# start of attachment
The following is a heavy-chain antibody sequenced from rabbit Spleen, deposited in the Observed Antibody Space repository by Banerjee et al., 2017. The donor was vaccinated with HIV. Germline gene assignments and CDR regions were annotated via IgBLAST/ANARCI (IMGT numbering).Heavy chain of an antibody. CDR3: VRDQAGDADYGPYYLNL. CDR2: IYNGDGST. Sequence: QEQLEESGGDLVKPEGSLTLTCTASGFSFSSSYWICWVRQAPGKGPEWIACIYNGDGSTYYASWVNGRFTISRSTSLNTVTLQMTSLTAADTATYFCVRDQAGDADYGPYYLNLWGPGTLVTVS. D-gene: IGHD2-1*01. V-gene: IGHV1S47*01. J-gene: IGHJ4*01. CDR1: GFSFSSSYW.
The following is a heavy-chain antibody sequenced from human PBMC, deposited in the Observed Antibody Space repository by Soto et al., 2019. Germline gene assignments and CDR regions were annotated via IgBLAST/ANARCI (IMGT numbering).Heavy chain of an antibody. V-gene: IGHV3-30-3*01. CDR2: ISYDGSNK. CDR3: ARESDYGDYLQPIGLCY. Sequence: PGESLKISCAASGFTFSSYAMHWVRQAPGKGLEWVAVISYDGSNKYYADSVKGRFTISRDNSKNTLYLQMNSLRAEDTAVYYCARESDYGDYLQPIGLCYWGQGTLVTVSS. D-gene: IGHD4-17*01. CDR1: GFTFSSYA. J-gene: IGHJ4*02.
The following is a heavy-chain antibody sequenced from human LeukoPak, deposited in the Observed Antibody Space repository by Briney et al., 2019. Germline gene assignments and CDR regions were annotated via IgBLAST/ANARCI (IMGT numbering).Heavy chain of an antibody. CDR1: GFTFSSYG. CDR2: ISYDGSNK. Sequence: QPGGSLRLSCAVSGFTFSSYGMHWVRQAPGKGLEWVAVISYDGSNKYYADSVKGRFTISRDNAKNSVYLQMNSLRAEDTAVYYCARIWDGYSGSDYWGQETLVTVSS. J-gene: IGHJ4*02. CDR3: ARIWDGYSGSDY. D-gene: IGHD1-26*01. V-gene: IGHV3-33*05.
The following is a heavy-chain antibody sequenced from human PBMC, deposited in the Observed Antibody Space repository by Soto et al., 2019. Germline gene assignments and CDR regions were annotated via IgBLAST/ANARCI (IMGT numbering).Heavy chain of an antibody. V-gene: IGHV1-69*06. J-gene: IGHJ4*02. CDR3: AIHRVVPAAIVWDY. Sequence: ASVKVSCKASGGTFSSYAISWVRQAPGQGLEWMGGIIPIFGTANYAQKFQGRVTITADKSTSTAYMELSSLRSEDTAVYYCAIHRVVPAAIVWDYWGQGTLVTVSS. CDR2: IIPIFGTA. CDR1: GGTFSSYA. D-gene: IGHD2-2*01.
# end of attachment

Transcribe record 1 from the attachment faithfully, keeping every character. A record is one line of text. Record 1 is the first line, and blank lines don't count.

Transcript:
The following is a heavy-chain antibody sequenced from rabbit Spleen, deposited in the Observed Antibody Space repository by Banerjee et al., 2017. The donor was vaccinated with HIV. Germline gene assignments and CDR regions were annotated via IgBLAST/ANARCI (IMGT numbering).Heavy chain of an antibody. CDR3: VRDQAGDADYGPYYLNL. CDR2: IYNGDGST. Sequence: QEQLEESGGDLVKPEGSLTLTCTASGFSFSSSYWICWVRQAPGKGPEWIACIYNGDGSTYYASWVNGRFTISRSTSLNTVTLQMTSLTAADTATYFCVRDQAGDADYGPYYLNLWGPGTLVTVS. D-gene: IGHD2-1*01. V-gene: IGHV1S47*01. J-gene: IGHJ4*01. CDR1: GFSFSSSYW.